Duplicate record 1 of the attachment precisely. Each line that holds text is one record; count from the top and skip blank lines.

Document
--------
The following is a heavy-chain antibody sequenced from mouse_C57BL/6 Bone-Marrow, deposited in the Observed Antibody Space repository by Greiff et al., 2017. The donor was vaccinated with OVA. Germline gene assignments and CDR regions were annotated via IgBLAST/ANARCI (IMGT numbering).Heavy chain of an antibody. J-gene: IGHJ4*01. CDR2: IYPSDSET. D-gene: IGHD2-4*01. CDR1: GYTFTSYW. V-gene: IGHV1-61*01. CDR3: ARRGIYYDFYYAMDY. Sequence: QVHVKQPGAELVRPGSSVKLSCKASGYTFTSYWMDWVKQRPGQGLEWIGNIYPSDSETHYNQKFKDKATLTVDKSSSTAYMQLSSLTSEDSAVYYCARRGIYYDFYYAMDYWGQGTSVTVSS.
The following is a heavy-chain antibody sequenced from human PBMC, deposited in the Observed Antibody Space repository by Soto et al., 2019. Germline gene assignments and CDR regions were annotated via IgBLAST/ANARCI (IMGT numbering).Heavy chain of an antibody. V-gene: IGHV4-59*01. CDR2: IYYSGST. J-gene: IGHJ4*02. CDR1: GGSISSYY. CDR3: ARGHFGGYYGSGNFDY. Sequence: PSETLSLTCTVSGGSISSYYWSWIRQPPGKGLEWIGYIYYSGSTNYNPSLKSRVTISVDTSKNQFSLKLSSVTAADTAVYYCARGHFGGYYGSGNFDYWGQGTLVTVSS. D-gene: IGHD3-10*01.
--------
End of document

The following is a heavy-chain antibody sequenced from mouse_C57BL/6 Bone-Marrow, deposited in the Observed Antibody Space repository by Greiff et al., 2017. The donor was vaccinated with OVA. Germline gene assignments and CDR regions were annotated via IgBLAST/ANARCI (IMGT numbering).Heavy chain of an antibody. J-gene: IGHJ4*01. CDR2: IYPSDSET. D-gene: IGHD2-4*01. CDR1: GYTFTSYW. V-gene: IGHV1-61*01. CDR3: ARRGIYYDFYYAMDY. Sequence: QVHVKQPGAELVRPGSSVKLSCKASGYTFTSYWMDWVKQRPGQGLEWIGNIYPSDSETHYNQKFKDKATLTVDKSSSTAYMQLSSLTSEDSAVYYCARRGIYYDFYYAMDYWGQGTSVTVSS.